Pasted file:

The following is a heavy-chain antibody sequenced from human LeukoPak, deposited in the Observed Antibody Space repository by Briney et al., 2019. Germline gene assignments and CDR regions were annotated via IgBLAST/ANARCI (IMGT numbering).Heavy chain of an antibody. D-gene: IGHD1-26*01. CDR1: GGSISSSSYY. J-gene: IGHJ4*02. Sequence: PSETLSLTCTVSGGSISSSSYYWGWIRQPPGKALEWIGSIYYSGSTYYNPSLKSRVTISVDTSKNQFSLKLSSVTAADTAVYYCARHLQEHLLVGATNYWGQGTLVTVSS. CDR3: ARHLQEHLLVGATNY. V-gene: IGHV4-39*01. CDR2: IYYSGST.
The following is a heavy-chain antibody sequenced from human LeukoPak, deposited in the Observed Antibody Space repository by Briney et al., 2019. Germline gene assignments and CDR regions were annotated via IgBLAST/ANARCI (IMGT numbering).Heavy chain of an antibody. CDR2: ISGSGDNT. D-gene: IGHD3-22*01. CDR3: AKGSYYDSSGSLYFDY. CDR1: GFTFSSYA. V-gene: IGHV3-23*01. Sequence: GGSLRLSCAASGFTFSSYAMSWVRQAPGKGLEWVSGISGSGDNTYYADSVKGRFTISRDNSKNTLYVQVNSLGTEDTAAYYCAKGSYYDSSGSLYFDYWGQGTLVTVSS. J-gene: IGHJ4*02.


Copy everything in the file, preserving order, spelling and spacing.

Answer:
The following is a heavy-chain antibody sequenced from human LeukoPak, deposited in the Observed Antibody Space repository by Briney et al., 2019. Germline gene assignments and CDR regions were annotated via IgBLAST/ANARCI (IMGT numbering).Heavy chain of an antibody. D-gene: IGHD1-26*01. CDR1: GGSISSSSYY. J-gene: IGHJ4*02. Sequence: PSETLSLTCTVSGGSISSSSYYWGWIRQPPGKALEWIGSIYYSGSTYYNPSLKSRVTISVDTSKNQFSLKLSSVTAADTAVYYCARHLQEHLLVGATNYWGQGTLVTVSS. CDR3: ARHLQEHLLVGATNY. V-gene: IGHV4-39*01. CDR2: IYYSGST.
The following is a heavy-chain antibody sequenced from human LeukoPak, deposited in the Observed Antibody Space repository by Briney et al., 2019. Germline gene assignments and CDR regions were annotated via IgBLAST/ANARCI (IMGT numbering).Heavy chain of an antibody. CDR2: ISGSGDNT. D-gene: IGHD3-22*01. CDR3: AKGSYYDSSGSLYFDY. CDR1: GFTFSSYA. V-gene: IGHV3-23*01. Sequence: GGSLRLSCAASGFTFSSYAMSWVRQAPGKGLEWVSGISGSGDNTYYADSVKGRFTISRDNSKNTLYVQVNSLGTEDTAAYYCAKGSYYDSSGSLYFDYWGQGTLVTVSS. J-gene: IGHJ4*02.